I, however, am not only non-rational when it comes to sewing (long coat for the sub-tropics anyone?) but am complexion limited to non-white shades, am currently suffering from an excess of my white alternative shirts, plain - cream and beige.as I made a lot of these for my 2008 SWAP, and am completely bored with looking at them hanging in my wardrobe, let alone wearing or sewing them.
I am also not good at sewing plain things.
You can imagine how enthusiastic I was when my younger daughter called in sewing credit for month 2 of her visible floor project. She wanted a white shirt to wear to her upcoming holiday office job.
I offered her the entire stack of Burda magazines, which she pours over as soon as I get them, but the
Who said teenagers were fashion forward?
Fortunately I did not feel at all limited by this choice, and when I laid it out and discovered that the alleged size 8 in the pattern would fit 2 elephants and a hippopotamus, I fell back on BWOF 09-2008-115, which I had already traced out in a size 34 (bonus!) (I reviewed it here when I made it for daughter the first).
I changed a few things to make the blouse less like her sister's (curved collar, back neck pleat, short sleeves). I was fairly sure that daughter the second would not notice the pattern substitution. I was right.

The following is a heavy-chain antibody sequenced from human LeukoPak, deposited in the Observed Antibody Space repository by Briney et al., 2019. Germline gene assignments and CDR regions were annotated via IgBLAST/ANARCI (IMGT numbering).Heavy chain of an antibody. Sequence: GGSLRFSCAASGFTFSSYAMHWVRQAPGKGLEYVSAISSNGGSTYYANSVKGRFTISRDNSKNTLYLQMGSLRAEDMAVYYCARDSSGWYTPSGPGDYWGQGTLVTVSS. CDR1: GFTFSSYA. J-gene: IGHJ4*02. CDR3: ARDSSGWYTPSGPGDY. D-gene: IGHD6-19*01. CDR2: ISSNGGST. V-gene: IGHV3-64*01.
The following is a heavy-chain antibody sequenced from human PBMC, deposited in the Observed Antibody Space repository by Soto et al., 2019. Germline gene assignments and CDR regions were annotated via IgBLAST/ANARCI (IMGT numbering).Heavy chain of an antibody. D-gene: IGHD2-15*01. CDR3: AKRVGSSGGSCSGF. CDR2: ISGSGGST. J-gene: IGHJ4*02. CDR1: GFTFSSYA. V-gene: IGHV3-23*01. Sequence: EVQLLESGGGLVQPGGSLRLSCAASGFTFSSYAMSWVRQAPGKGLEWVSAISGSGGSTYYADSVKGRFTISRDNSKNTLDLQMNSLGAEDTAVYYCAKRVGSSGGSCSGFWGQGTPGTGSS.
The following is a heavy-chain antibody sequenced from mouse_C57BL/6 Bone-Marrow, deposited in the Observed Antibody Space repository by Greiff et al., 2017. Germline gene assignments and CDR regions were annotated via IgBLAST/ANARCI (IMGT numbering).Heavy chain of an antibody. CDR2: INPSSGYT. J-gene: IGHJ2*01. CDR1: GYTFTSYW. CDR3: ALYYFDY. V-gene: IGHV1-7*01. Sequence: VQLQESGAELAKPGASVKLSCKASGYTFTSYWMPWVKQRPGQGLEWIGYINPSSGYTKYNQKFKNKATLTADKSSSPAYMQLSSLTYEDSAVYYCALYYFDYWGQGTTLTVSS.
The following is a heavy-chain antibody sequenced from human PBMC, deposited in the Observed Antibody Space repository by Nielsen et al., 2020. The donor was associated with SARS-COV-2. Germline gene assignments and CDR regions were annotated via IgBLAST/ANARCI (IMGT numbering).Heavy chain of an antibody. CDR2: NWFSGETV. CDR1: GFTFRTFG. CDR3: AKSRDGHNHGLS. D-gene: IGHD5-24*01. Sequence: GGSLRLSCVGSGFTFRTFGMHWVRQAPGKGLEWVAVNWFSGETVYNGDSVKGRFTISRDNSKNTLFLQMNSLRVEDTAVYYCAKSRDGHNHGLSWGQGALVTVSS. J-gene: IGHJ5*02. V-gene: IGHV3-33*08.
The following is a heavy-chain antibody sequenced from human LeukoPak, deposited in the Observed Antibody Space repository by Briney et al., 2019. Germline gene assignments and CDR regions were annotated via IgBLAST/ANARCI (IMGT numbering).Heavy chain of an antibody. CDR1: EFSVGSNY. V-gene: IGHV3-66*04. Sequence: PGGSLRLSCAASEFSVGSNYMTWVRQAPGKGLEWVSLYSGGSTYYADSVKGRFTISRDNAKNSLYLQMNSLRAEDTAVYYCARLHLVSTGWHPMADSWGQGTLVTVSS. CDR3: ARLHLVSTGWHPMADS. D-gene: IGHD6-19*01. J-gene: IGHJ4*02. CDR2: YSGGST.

You can see that there was a
You may also notice that I will have to start doing a square shoulder adjustment for her. I had not thought that shoulders changed quite so much in the transition from child's to women's sizes. I find ages 11-14 quite difficult from both a purchased clothing, and from a sewing perspective. It is tricky to adjust both fitting, and style requirements.
The feature that my daughter particularly noticed about this blouse was the way that some ribbon trim and embroidery had leapt on to the blouse.
She was not pleased. She said that this blouse was quite pretty, but not what she asked for. She is right.
Apparently I still owe her a plain white blouse.
I may be joining Barbara's sew-a-long after all.